You may recall a scene from "Star Wars" where Luke Skywalker looks out across the landscape of a planet called Tatooine, which had two suns. This year, amateur scientists discovered that in reality,This planet, called PH1, is special for another reason: It's the first confirmed planet that the Planet Hunters group has identified. Planet Hunters is a citizen science organization, made of people just like you, who are combing through planet data.
6. Nearby star has a planet

The closest planet we know of to Earth, outside of our solar system, was  This planet orbits a star called Alpha Centauri B. It's unlikely to harbor life, but there's hope that other potential planets in that area might be more hospitable to breathing creatures.Of course, when we say "close," we mean 4 light-years, or 23.5 trillion miles, away.About 800 planets have been confirmed to exist outside our solar system, in addition to nearly 2,000 planet candidates found with the Kepler mission.

7. Vesta becomes a 'protoplanet'

NASA's Dawn spacecraft helped scientists to determine that Vesta, originally thought of as an asteroid, That means that its structure has a dense, layered body, and it orbits the sun.What's the difference between a protoplanet and a planet? It appears that something interrupted the development of protoplanets, which aren't fully formed, so they don't quite make the cut as full-fledged planets.

8. Bye-bye, space shuttles

In 2011, we said goodbye to NASA's Space Shuttle Program. This year, we saw the four surviving orbiters making Earthly journeys -- whether flown or towed -- to new homes at museums and similar attractions.is at the Udvar-Hazy Center at the Smithsonian Institution's National Air and Space Museum in Chantilly, Virginia. It flew on the back of a 747 from Kennedy Space Center. This is the most traveled of the space shuttles.is at the Intrepid Sea-Air-Space Museum in New York. This shuttle never actually went into space, but it was carried on a 747 jet from Washington to New York in June. It was originally designed as a prototype test vehicle.is at the California Science Center in Los Angeles, having flown from Kennedy Space Center on the back of a 747. To make room for it to be towed through the city, dozens of trees were cut down and traffic signs removed. is at the Kennedy Space Center in Merritt Island, Florida. It was the last space shuttle to go to space, and the last to come to rest this year. Unlike the other shuttles, which made flyovers in various parts of the United States, Atlantis moved only 10 miles, towed by land to the Kennedy Space Center Visitor Complex in November.The other two shuttles -- Challenger and Columbia -- did not make it back to Earth after accidents that killed their entire crews.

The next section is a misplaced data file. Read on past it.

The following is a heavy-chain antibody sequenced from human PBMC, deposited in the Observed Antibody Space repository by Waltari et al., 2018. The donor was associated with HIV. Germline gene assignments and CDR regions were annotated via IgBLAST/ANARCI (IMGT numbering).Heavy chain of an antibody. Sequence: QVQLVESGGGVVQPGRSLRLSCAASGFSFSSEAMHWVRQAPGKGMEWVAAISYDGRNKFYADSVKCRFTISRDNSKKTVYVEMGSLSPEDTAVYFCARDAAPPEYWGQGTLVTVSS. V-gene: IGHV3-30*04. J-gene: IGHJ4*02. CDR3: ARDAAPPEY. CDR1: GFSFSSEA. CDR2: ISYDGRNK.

9. SpaceX gets to the space station, and back

No NASA shuttles flew in 2012, but a private company called SpaceX successfully sent almost 900 pounds of cargo to the international space station in its first official mission in October. The Dragon capsule came back with nearly 1,700 pounds of freight. This was only months after the NASA and SpaceX have a contract for a dozen flights to the space station, and the October trip was just the first.SpaceX isn't the only player in this commercial spaceflight arena. Virgin Galactic, Sir Richard Branson's private spaceflight company, recently completed a high-altitude test. Orbital Sciences is also under contract with NASA, and will also launch a demonstration flight.

10. Baby's DNA constructed before birth

For the first time, researchers at the University of Washington were able to construct a  using a blood sample from the mother and saliva from the father.The study suggested this method could be used to detect thousands of genetic diseases in children while they are still in the fetal stage. In the long run, it could help scientists derive new insights about genetic diseases.Right now, this sequencing costs in the neighborhood of $50,000, but given how rapidly the price of genetic testing is falling, the process may become less expensive over time. Of course, it also raises ethical issues about selecting certain desirable traits in children. For right now, however, the technology is still in its early stages.

(courtesy : CNN News)


About the Author: Editor
Visit 171 Other Articles by Editor >>
Add Comments
Email *
Security Code *

Related Articles
By: Editor | 17-01-2013
Ten Americans doing great things for Pakistan Over the last few years, the experiences of Americans in Pakistan have been quite memorable — for all the wrong reasons. The actions of our government representatives in the country — from a certain Mr. Davis to those Navy SEALS in Abbottabad — have produced heaps of hostility. Yet more unsettling is how private American citizens have run ..... Read more
By: Editor | 20-01-2013
 Maulana Zafar Ali Khan – Father of Urdu Journalism The one who fought for the freedom movement with his pen and used it as a unifier for burgeoning the required nationalism in the Muslim community will be remembered as the father of Urdu Journalism. January 18, 2013 marks the 140th birth anniversary of Maulana Zafar Ali Khan.  Maulana continued the legacy of his father, after taking charge as the edito..... Read more
By: Editor | 07-01-2013
Support for Artists In this poor country where ordinary folk die waiting for beds in government hospitals, it is too distressing when one reads about government giving cheques of hundreds of thousands to actors and singers for treatment. Recently Dr Ishratul Ibad, the governor of Sindh, gave $50,000 to Alamgir, a singer, so that he may have kidney transplants in the United..... Read more